Remember those days when all you had to worry about as a parent was making sure your kids got home safe and sound. Nowadays, even at home, the dangers don’t go away. In fact, one of the top challenges that parents have to deal with today is guarding their children against the dangerous influences of technology.
If you believe everything you hear about kids online, you might think pedophiles and cyberbullies are around every cyber-corner. Yes, there is bad stuff out there. But the truth is, there’s a lot of good, and some experts are arguing against a “techno-panic mindset” that worries parents unnecessarily. The bottom line is that we can’t keep our kids safe if we don’t know the facts.
According to stopbullying.gov: Cyberbullying is bullying that takes place using electronic technology. Electronic technology includes devices and equipment such as cell phones, computers, and tablets as well as communication tools including social media sites, text messages, chat, and websites.
Examples of cyberbullying include mean text messages or emails, rumors sent by email or posted on social networking sites, and embarrassing pictures, videos, websites, or fake profiles.
Cell phones and computers themselves are not to blame for cyberbullying. Social media sites can be used for positive activities, like connecting kids with friends and family, helping students with school, and for entertainment. But these tools can also be used to hurt other people. Whether done in person or through technology, the effects of bullying are similar.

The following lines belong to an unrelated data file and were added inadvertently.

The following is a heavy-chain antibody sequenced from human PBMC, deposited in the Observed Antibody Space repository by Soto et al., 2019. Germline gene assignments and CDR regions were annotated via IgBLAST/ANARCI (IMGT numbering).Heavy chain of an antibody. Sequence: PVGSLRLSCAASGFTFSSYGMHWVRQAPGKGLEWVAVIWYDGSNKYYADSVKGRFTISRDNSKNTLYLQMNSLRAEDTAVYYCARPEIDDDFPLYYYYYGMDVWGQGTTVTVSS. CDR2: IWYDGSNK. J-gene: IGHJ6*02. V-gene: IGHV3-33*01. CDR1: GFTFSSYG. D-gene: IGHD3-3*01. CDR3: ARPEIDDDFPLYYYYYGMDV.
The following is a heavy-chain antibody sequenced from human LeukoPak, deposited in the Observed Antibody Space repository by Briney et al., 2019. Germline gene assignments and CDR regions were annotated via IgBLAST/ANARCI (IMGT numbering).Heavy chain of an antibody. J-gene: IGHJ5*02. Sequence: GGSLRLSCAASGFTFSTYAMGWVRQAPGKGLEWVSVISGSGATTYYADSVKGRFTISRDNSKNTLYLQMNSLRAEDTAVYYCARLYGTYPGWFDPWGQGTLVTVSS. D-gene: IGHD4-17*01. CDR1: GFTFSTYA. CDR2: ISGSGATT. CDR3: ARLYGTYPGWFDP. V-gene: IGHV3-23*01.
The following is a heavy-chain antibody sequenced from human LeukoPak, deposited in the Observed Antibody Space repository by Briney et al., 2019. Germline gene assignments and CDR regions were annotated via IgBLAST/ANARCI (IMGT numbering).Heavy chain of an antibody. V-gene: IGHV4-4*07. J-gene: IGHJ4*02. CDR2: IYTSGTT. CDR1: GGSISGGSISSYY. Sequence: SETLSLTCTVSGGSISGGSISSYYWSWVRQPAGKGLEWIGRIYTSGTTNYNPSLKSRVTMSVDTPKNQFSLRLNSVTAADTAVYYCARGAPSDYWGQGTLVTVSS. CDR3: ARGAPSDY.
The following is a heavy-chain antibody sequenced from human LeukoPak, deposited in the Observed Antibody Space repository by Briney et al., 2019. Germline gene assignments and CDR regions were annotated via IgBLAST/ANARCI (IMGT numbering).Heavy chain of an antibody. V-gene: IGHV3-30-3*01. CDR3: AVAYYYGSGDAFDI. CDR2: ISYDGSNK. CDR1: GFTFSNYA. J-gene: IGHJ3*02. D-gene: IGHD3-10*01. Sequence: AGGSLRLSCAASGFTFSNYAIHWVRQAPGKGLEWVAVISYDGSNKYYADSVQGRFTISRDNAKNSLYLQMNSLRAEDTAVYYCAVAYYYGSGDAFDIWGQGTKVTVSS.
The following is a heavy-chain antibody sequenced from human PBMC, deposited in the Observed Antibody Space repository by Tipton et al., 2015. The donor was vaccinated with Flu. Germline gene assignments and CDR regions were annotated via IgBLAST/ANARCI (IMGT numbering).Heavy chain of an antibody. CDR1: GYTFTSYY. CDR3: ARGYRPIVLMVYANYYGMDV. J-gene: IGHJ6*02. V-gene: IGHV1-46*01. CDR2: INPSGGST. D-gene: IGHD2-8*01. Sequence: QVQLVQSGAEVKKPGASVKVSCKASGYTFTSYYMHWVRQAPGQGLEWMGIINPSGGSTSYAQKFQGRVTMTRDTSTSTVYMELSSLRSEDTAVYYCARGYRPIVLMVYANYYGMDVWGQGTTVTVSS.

Children use a variety of online services, and each of these services can have different safety concerns. However, there are some basic tips which you can employ no matter how your children use the Internet.
- Keep the computer in a high-traffic area of your home.
- Establish limits for which online sites children may visit and for how long.
- Remember that Internet technology can be mobile, so make sure to monitor cell phones, gaming devices, and laptops.
- Surf the Internet with your children and let them show you what they like to do online.
- Know who is connecting with your children online and set rules for social networking, instant messaging, e-mailing, online gaming, and using webcams.
- Continually dialogue with your children about online safety.